Sundance 2015 Interview: Toni Collette on ‘Glassland’

Glassland Jack Reynor Toni Collette

CraveOnline: Have there been any other roles in your career that scared you?

Toni Collette: A lot of them do, yeah. This was pretty potent, but I think I try to choose roles that scare me a little bit because it keeps me feeling alert and alive and inspired. 

One that touched me was About a Boy, and I think you were maybe the best portrayal of depression I’ve seen on screen. 

Wow. 

Was that one that scared you?

You know what I remember feeling the most, I was pissed off that here was this wonderful comedic film and I just didn’t get to be funny. Everyone else is.

You got to sing with your eyes closed.

Yeah, there were inadvertent funny moments, but no. I don’t remember being as fearful of that one. 

There’s a nice moment where you dance to “Tainted Love.”

Oh yeah, I wish that they had the rights to it when we shot it because I really wanted to sing along but I couldn’t in case they couldn’t use that song. 

Did you choreograph that dance or just go?

No, I just, yeah. Just improvised. A lot of people said it kind of freaks them out because it feels like it’s getting slightly sexual between mother and son which was completely unintended. 

I didn’t think that.

But I think it’s a really nice, uncomfortable kind of thing for people to feel. 

Does Glassland refer to the empty bottles and glasses lying around?

I think so. Also just that community where we shot and where it’s kind of sick. I’d never been there before. It’s on the outskirts of Dublin and it’s a low income area. It’s a little bit rough out there. You know there’s that scene where the boy delivers the money to him in the car on a horse? That boy was on a horse out there. There are these horses roaming around this strange suburban area and it’s a dangerous area. I think Glassland just somehow captures that in a way.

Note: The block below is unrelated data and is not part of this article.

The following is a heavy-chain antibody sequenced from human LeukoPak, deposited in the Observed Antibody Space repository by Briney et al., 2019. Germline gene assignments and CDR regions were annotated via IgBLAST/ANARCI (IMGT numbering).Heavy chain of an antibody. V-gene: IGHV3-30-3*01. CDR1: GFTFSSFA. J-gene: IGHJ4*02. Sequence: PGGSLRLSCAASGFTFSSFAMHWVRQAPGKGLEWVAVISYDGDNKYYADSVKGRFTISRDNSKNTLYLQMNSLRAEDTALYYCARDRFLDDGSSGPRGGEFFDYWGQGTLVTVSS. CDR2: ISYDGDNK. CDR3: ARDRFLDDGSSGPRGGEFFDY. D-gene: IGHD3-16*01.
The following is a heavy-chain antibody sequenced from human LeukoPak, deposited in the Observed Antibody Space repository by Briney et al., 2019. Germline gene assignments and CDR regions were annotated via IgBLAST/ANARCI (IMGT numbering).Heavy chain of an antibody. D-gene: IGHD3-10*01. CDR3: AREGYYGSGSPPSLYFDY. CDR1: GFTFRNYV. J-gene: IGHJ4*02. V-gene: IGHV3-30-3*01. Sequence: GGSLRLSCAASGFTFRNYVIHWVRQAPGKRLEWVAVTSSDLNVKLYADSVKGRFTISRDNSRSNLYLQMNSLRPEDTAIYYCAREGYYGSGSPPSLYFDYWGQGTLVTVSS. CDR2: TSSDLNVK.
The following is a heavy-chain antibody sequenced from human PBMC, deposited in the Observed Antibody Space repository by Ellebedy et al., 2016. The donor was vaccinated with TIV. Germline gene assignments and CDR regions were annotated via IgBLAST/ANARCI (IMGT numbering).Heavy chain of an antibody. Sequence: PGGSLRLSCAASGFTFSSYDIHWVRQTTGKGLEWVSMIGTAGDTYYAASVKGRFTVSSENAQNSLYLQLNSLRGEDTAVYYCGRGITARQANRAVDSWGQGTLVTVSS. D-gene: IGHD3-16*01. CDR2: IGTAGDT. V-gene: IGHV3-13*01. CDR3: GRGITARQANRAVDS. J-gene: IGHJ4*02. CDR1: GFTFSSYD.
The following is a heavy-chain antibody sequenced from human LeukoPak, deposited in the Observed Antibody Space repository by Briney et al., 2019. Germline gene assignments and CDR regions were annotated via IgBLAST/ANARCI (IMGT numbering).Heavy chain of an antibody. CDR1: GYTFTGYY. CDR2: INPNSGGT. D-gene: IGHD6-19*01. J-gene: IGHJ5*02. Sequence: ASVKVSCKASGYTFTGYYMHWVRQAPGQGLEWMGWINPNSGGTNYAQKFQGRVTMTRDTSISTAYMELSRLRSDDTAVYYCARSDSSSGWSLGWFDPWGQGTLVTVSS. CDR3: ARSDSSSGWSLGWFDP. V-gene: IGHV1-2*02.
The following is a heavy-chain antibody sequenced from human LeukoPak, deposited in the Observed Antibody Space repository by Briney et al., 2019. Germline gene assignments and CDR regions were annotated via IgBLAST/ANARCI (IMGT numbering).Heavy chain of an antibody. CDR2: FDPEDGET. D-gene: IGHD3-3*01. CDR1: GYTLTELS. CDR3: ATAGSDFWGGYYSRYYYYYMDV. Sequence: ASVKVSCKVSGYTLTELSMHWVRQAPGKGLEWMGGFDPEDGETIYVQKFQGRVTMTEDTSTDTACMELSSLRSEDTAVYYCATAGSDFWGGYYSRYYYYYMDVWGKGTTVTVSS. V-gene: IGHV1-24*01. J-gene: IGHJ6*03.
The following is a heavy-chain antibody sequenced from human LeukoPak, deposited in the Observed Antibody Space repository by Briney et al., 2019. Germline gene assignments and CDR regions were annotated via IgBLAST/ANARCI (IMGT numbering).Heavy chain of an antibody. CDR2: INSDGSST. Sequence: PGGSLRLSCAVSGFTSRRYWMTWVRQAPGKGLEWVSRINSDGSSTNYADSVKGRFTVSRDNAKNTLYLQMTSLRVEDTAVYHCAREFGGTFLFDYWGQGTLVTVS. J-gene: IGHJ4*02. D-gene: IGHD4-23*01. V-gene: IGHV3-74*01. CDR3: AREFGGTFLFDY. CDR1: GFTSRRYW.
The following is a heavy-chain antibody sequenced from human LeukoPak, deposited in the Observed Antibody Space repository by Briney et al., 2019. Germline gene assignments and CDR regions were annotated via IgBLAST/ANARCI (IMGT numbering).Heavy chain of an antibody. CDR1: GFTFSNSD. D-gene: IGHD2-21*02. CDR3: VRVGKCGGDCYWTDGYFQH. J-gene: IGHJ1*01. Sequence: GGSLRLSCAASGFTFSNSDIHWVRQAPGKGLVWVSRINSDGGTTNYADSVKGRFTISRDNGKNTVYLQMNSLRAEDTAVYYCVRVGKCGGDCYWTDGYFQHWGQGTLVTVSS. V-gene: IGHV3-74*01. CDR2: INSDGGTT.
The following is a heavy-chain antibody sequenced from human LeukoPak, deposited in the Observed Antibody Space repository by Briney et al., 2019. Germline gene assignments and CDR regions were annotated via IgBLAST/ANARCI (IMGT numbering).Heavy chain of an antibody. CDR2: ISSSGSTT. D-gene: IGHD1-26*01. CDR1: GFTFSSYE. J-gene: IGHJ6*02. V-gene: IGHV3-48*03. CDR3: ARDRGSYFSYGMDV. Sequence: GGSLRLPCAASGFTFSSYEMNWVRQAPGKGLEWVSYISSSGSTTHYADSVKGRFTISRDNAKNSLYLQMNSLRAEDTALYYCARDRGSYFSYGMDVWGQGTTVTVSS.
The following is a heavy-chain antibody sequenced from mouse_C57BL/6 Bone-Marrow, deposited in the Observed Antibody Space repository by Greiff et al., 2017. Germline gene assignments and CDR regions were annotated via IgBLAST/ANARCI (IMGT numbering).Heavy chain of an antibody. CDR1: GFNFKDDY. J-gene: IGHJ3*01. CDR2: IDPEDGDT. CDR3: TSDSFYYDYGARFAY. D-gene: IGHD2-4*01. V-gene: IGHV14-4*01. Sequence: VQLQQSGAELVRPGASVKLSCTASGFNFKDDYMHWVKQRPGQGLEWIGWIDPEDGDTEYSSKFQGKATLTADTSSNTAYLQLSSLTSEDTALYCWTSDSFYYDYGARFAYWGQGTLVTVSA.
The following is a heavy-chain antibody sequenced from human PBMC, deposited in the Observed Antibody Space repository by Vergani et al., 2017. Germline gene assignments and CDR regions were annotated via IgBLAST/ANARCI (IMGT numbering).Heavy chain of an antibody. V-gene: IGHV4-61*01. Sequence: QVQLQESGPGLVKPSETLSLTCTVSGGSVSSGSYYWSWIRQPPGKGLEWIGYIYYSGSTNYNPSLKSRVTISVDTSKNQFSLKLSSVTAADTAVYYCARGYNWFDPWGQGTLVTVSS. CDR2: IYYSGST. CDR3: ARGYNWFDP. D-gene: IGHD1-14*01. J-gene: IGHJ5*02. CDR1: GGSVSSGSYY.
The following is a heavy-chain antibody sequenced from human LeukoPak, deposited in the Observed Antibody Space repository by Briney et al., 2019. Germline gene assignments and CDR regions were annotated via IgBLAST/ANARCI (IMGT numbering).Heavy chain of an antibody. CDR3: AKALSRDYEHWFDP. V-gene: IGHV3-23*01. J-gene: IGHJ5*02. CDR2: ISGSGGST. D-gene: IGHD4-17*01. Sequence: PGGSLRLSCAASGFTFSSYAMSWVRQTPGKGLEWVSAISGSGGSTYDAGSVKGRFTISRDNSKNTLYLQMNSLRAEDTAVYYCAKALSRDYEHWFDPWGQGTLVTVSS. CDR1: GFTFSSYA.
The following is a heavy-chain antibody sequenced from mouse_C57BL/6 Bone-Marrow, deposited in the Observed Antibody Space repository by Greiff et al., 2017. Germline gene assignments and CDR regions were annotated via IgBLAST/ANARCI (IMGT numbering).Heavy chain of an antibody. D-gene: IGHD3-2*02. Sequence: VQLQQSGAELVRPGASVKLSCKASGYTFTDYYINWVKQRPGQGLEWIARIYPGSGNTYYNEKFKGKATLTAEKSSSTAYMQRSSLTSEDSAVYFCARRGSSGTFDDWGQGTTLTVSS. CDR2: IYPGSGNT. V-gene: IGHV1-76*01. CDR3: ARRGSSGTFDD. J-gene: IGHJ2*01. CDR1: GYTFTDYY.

Had you met Will Poulter before last night?

Yeah, we had a crossover day where he was finishing and I was starting. I think I went out to the set just to meet everyone after a costume fitting. I saw him, perhaps it was his last scene and then had a little chat afterwards. He made me even more nervous actually because he’d mastered his accent and I felt like I was flailing before I started. It was intimidating.

The way he was speaking last night, has he totally lost his accent?

He stays in his accent when he’s working, which I don’t do, which is also intimidating. So he’s shooting something in that accent that you heard him speaking last night, which is why he’s speaking like that. 

Have you had a lot of films at Sundance?

This is my fifth. Two years ago I was here with The Way, Way Back. I was here with Little Miss Sunshine and The Night Listener.

Was Muriel’s Wedding here?

No. The first film I came here with was a film called Clockwatchers. Muriel’s went to Cannes.

Have you noticed the festival changing?

Yes and no, It still has a sense of intimacy and great directive for filmmaking. There’s a lot more organized partying. When I first came it was just like, “Okay, everyone in the jacuzzi.” Now there’s clubs and scheduled activities. It’s more like a camp.

I don’t go to those because I’m going to see more movies.

Good for you. That’s the most frustrating thing coming to a great festival like this. I’m busy talking to journalists and attending my own screening. You don’t get to see many other films.

I know, but I want to thank you for being here so I can have the experiences of meeting all the filmmakers and talking about the films. 

That’s a complete pleasure, are you kidding?

 


Fred Topel is a staff writer at CraveOnline. Follow him on Twitter at @FredTopel.